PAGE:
🐢 Node-Secure 🚀
a Node.js CLI to deeply analyze the dependency tree of a given package / directory
Node.js security Command Line Interface. The goal of the project is to a design a CLI/API that will fetch and deeply analyze the dependency tree of a given npm package (Or a local project with a package.json) and output a .json file that will contains all metadata and flags about each packages. All this data will allow to quickly identify different issues across projects and packages (related to security and quality).
The CLI allow to load the JSON into a Webpage with the open command. The page will draw a Network of all dependencies with vis.js (example in the screenshot above). We also wrote a little Google drive document a while ago that summarizes some of these points:
- Run an AST analysis on each .js/.mjs file in the packages tarball and sort out warnings (unsafe-regex, unsafe-import etc) and the complete list of required expr and statements (files, node.js module, etc.).
- Return complete composition for each packages (extensions, files, tarball size, etc).
- Packages metadata from the npm registry API (number of releases, last publish date, maintainers etc).
- Search for licenses files in the tarball and return the SPDX expression conformance of each detected licenses.
- Link vulnerabilities from the Security-WG repository to the package version node.
- Add flags to each packages versions to identify well known patterns and potential security threats easily.
- Analyze npm packages and local Node.js projects.
- Node.js LTS 16.x or higher
💃 Getting Started
$ npm install nsecure -g
$ git clone https://github.com/ES-Community/nsecure.git $ cd nsecure $ npm ci $ npm run build $ npm link
Then the nsecure binary will be available in your terminal. Give a try with the popular express package. This will automatically open the webpage in your default system browser.
$ nsecure auto express
⚠️Setup an npm token to avoid hiting the maximum request limit of the npm registry API.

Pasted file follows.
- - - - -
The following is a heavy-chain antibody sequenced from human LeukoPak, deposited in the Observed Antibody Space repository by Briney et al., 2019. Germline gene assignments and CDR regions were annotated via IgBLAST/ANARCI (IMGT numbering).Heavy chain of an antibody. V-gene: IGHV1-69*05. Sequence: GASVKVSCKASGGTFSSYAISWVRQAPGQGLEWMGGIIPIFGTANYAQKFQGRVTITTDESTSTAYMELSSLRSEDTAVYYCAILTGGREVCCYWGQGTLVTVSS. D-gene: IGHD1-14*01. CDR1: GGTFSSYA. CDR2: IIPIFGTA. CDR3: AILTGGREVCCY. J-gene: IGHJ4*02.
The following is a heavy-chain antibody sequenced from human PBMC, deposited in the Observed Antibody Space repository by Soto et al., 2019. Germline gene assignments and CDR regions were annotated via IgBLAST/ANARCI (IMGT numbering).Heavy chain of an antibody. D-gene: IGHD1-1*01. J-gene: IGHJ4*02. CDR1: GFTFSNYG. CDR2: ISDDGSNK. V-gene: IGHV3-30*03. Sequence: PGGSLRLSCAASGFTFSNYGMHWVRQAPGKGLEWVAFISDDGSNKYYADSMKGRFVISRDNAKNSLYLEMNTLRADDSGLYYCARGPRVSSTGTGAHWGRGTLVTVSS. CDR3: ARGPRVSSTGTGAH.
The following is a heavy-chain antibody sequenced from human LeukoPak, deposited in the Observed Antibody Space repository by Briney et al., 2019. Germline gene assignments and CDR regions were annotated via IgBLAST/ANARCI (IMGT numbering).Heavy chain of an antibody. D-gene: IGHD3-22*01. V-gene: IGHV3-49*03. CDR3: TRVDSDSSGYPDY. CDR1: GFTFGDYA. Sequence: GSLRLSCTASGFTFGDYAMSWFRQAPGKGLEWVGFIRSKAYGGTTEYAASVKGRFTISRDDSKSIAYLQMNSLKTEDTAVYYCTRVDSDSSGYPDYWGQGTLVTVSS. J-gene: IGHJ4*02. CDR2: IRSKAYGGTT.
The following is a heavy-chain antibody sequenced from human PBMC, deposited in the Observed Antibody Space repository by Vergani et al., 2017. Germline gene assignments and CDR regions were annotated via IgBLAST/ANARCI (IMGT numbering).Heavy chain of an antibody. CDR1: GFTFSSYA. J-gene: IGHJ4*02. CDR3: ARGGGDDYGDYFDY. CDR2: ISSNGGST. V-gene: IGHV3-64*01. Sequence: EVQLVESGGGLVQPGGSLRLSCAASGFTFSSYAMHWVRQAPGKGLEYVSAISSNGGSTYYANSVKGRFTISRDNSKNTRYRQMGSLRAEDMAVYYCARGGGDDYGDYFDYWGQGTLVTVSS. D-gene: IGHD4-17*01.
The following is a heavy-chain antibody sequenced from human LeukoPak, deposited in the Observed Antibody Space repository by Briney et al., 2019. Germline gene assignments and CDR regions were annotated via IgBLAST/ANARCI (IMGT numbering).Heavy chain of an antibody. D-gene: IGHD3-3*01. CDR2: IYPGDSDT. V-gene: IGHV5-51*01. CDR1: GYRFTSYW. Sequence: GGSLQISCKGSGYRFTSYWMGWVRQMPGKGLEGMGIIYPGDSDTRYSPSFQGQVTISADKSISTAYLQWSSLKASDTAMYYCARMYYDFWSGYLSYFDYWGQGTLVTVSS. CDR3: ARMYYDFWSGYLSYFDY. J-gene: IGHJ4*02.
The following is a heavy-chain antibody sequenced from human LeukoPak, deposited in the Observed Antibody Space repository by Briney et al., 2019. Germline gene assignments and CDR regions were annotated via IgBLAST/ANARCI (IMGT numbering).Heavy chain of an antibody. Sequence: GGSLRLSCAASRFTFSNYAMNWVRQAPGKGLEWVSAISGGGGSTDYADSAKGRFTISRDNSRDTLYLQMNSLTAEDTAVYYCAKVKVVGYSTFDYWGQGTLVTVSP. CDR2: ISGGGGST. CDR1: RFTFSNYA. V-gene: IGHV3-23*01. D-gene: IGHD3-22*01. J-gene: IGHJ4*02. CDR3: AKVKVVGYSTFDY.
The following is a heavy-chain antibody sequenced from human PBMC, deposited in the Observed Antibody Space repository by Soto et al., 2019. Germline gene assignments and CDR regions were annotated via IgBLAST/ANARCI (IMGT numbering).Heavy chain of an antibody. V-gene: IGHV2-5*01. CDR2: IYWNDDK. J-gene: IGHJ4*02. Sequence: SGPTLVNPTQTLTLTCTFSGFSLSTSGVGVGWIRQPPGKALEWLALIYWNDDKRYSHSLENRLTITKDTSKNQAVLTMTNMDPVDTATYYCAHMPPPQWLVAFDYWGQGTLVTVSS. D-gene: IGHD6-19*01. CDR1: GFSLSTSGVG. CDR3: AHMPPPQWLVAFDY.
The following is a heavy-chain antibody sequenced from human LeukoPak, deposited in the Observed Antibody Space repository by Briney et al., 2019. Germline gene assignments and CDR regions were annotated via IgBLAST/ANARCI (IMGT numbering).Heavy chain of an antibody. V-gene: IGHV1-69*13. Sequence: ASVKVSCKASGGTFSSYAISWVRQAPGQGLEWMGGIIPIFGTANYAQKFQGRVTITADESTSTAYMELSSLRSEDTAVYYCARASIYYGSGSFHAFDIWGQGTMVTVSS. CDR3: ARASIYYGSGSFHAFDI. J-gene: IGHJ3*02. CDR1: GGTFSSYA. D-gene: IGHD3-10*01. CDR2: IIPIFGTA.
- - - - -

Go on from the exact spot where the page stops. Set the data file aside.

👀 Usage example
To show the complete list of commands
$ nsecure --help
# Run an analysis on the current working dir (must have a package.json file). $ nsecure cwd # Run an analysis for a given 'npm' package (must be in the npm registry). $ nsecure from @sindresorhus/is
nsecure-result.json will be writted at the current CLI location. To open it on a web page just run
$ nsecure open # If you want to define a specific port use the --port option. $ nsecure open --port 8080
|--port||-p||Define the running port, can also be define through the environment variable
auto command can be used to chain
open commands automatically.
$ nsecure auto jest # if no package is given to the auto command then it will run the cwd command instead of from. $ nsecure auto
👀By default with the auto command the .json file is deleted when the http server is closed. It's possible to disable this behavior by using the CLI option
Some options are available on both
auto commands. The output option is not available for the
|--depth||-d||4||the maximum depth we must walk (when we fetch the whole tree).|
|--output||-o||nsecure-result||the name that the outputted .json file will have|
$ nsecure from express -d 10 -o express-security-report
Private packages / registry
Nsecure allow you to fetch stats on private npm packages by setting up a
NODE_SECURE_TOKEN env variable (which must contains an npm token).
💬If you link the package by yourself with npm you can create a
.envfile at the root of the project too.
Nsecure is capable to work behind a custom private npm registry too by searching the default registry URL in your local npm configuration.
$ npm config get registry $ npm config set "http://your-registry/"
Our back-end scanner package is available here.
Flags and emojis legends are documented here.
Since version 0.6.0 of Node-secure the UI include a brand new searchbar that allow to search anything on the tree (graph) by multiple criteria (filters). The current available filters are:
- package (the default filter if there is none).
- version (take a semver range as an argument).
- flag (list of available flags in the current payload/tree).
- license (list of available licenses in the current payload/tree).
- author (author name/email/url).
- ext (list of available file extensions in the current payload/tree).
- builtin (available Node.js core module name).
Exemple of query:
version: >=1.2 | 2, ext: .js, builtin: fs
Why some nodes are red in the UI ?
Nodes are red when the project/package has been flagged with
Why the node-secure package size is so different from Bundlephobia ?
Node-secure will analyze the complete size of the npm tarball with no filters or particular optimization. Bundlephobia on the other side will bundle and remove most of the useless files from the tarball (Like the documentation, etc.).
Thanks goes to these wonderful people (emoji key):
This project follows the all-contributors specification. Contributions of any kind welcome!